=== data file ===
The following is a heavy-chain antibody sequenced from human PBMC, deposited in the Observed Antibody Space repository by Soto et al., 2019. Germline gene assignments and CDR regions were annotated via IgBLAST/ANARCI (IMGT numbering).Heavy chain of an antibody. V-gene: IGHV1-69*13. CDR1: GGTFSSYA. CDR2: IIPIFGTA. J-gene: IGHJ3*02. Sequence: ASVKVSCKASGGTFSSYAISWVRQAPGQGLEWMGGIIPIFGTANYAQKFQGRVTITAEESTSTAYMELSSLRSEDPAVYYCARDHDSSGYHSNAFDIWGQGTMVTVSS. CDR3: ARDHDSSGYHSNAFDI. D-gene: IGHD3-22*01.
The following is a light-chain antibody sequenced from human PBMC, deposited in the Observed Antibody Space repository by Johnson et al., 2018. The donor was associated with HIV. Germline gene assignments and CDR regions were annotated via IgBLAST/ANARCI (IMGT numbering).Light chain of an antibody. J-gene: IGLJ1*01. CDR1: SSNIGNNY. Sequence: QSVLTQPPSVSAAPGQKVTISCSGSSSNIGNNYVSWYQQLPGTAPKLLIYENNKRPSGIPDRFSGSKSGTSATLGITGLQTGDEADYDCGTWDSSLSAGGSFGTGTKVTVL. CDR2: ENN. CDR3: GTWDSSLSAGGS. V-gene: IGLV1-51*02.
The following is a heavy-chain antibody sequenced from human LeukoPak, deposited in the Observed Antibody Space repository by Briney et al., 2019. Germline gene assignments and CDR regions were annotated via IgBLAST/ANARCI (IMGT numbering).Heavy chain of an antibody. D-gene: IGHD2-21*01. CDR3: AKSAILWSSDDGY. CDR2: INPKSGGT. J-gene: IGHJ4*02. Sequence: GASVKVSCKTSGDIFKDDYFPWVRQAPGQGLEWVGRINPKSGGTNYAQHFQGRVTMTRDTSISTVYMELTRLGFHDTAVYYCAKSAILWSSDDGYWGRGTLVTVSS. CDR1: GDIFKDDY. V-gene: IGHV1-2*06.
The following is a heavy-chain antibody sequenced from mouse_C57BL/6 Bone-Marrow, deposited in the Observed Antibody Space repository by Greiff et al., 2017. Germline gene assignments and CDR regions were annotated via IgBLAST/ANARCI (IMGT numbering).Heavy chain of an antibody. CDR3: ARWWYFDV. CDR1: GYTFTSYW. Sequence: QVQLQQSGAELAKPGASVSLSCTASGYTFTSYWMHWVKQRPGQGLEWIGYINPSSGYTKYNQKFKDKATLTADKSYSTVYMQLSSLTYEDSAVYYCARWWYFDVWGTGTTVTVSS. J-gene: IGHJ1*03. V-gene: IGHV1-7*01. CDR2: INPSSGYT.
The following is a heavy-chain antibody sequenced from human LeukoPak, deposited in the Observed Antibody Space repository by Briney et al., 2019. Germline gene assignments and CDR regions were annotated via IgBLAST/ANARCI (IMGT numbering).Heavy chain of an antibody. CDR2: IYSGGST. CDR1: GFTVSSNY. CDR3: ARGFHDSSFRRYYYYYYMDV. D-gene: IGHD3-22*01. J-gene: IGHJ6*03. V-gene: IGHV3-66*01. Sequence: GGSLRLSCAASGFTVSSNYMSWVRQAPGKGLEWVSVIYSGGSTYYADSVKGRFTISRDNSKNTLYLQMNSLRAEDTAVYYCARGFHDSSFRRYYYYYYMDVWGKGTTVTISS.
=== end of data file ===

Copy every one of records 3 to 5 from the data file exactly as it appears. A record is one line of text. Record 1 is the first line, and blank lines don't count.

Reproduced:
The following is a heavy-chain antibody sequenced from human LeukoPak, deposited in the Observed Antibody Space repository by Briney et al., 2019. Germline gene assignments and CDR regions were annotated via IgBLAST/ANARCI (IMGT numbering).Heavy chain of an antibody. D-gene: IGHD2-21*01. CDR3: AKSAILWSSDDGY. CDR2: INPKSGGT. J-gene: IGHJ4*02. Sequence: GASVKVSCKTSGDIFKDDYFPWVRQAPGQGLEWVGRINPKSGGTNYAQHFQGRVTMTRDTSISTVYMELTRLGFHDTAVYYCAKSAILWSSDDGYWGRGTLVTVSS. CDR1: GDIFKDDY. V-gene: IGHV1-2*06.
The following is a heavy-chain antibody sequenced from mouse_C57BL/6 Bone-Marrow, deposited in the Observed Antibody Space repository by Greiff et al., 2017. Germline gene assignments and CDR regions were annotated via IgBLAST/ANARCI (IMGT numbering).Heavy chain of an antibody. CDR3: ARWWYFDV. CDR1: GYTFTSYW. Sequence: QVQLQQSGAELAKPGASVSLSCTASGYTFTSYWMHWVKQRPGQGLEWIGYINPSSGYTKYNQKFKDKATLTADKSYSTVYMQLSSLTYEDSAVYYCARWWYFDVWGTGTTVTVSS. J-gene: IGHJ1*03. V-gene: IGHV1-7*01. CDR2: INPSSGYT.
The following is a heavy-chain antibody sequenced from human LeukoPak, deposited in the Observed Antibody Space repository by Briney et al., 2019. Germline gene assignments and CDR regions were annotated via IgBLAST/ANARCI (IMGT numbering).Heavy chain of an antibody. CDR2: IYSGGST. CDR1: GFTVSSNY. CDR3: ARGFHDSSFRRYYYYYYMDV. D-gene: IGHD3-22*01. J-gene: IGHJ6*03. V-gene: IGHV3-66*01. Sequence: GGSLRLSCAASGFTVSSNYMSWVRQAPGKGLEWVSVIYSGGSTYYADSVKGRFTISRDNSKNTLYLQMNSLRAEDTAVYYCARGFHDSSFRRYYYYYYMDVWGKGTTVTISS.